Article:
Home' Trinidad and Tobago Guardian : December 4th 2014 Contents DECEMBER 2014 • WEEK ONE www.guardian.co.tt BUSINESS GUARDIAN
NEWS | BG7
Despite the challenge experienced in obtaining
US currency, staying competitive is not an issue
for him, as it is not about the number of units
sold, but more about the quality offered to the
Camps-Campins warned that quality does not
come without a high price. His company targets
commercial and residential customers. In order
to reach his customers in residential areas, social
media is preferred.
"The one I can quantify (sales) better is social
media. For instance, I put a post of Facebook and
the next few days I was able to sell three chairs,
that cost me US$60. I know if it wasn t for that
US$60 I placed on Facebook to promote that post,
I wouldn t have sold those three chairs."
While social media has been a successful tool
for advertising his business, it hasn t surpassed
traditional media for advertising. One complements
the other when it comes to advertising and cap-
turing the target market.
"With social media, you can get an instant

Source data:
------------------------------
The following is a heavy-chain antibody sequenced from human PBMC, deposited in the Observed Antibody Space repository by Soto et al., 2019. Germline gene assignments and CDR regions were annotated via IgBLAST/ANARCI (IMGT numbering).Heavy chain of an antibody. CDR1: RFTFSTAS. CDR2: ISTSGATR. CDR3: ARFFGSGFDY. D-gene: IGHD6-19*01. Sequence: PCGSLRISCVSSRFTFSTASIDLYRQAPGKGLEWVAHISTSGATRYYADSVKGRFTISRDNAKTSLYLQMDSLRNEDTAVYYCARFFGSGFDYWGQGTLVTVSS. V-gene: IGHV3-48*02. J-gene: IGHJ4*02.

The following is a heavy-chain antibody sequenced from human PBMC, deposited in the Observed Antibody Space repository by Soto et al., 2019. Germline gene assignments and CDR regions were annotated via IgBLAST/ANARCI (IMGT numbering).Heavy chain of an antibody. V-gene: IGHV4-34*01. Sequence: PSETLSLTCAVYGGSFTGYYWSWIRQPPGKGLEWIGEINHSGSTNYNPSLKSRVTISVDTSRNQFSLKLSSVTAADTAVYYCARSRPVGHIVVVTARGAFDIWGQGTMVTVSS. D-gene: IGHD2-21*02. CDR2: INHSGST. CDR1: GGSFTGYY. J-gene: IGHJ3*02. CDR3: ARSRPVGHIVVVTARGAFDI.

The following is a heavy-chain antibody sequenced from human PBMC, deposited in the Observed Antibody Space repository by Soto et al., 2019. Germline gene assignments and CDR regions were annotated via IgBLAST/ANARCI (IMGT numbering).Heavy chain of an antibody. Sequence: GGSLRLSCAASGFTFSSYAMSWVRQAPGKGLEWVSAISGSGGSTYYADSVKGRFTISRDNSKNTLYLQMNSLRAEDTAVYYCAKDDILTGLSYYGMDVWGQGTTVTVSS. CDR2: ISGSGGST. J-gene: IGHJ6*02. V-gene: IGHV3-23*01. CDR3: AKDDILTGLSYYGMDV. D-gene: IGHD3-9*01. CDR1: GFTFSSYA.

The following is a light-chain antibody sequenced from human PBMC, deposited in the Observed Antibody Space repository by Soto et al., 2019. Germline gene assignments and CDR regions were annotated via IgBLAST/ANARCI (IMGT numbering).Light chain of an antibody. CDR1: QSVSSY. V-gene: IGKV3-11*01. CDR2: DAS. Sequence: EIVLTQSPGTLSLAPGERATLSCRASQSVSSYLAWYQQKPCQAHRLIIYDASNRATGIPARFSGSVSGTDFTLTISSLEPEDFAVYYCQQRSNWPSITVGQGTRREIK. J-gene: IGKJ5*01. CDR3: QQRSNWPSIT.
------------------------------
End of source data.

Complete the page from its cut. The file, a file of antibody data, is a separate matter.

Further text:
response but you are not reaching everybody, you
are only reaching a selective target."
Some of his projects come from the energy and
"We have supplied light fixtures to some of the
government buildings that have gone up in town.
We have done a lot of lighting in the San Fernando
Teaching Hospital. We supplied fixtures for an
NGC project. They called it their tank wagon
fuelling station. We lit the entire thing; that was
nice for us because we beat out a lot of people in
Asked to comment on the tendering process,
he said there were a few businesses who responded
to the tender.
"From the time we got the specification and
did the tender: it took about a year and a half from
the date the tender crossed our desk to the date
it was, in fact, awarded. It took some time fulfilling
items and making sure things were right exactly
what they wanted."
Camps-Campins said that operating an online
business and shutting the doors to the physical
business is not an option, as research shows that
customers still like to feel and touch an item before
buying anything, especially anything that is expen-
sive. Having an online business alone, would mean
having less staff and he is not willing to let go his